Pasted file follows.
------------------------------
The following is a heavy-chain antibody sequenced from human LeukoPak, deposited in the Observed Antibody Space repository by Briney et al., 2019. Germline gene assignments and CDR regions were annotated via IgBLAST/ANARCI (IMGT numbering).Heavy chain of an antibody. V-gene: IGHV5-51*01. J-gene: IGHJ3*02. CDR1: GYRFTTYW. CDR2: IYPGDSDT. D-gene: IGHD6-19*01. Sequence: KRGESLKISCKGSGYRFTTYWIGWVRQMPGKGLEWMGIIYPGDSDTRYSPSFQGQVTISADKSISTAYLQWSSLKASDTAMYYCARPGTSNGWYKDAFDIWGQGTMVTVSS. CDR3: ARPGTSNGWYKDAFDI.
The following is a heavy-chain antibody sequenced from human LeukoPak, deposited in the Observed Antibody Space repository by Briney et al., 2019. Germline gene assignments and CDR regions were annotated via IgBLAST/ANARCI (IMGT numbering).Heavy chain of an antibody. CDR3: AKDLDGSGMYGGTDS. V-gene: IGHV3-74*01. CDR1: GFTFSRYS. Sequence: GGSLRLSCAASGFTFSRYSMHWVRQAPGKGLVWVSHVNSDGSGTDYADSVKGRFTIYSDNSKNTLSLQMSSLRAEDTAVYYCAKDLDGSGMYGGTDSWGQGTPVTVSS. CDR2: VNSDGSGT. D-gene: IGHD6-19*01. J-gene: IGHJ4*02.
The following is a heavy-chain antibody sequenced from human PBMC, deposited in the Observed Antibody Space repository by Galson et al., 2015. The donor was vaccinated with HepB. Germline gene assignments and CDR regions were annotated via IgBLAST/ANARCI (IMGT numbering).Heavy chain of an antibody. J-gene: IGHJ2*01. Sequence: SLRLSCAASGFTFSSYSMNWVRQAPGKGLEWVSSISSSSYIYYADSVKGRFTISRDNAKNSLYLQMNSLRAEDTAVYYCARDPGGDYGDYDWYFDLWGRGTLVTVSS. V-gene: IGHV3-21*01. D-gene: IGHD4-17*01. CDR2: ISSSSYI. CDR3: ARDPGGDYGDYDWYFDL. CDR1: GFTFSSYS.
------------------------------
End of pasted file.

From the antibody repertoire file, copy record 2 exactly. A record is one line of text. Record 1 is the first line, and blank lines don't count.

The following is a heavy-chain antibody sequenced from human LeukoPak, deposited in the Observed Antibody Space repository by Briney et al., 2019. Germline gene assignments and CDR regions were annotated via IgBLAST/ANARCI (IMGT numbering).Heavy chain of an antibody. CDR3: AKDLDGSGMYGGTDS. V-gene: IGHV3-74*01. CDR1: GFTFSRYS. Sequence: GGSLRLSCAASGFTFSRYSMHWVRQAPGKGLVWVSHVNSDGSGTDYADSVKGRFTIYSDNSKNTLSLQMSSLRAEDTAVYYCAKDLDGSGMYGGTDSWGQGTPVTVSS. CDR2: VNSDGSGT. D-gene: IGHD6-19*01. J-gene: IGHJ4*02.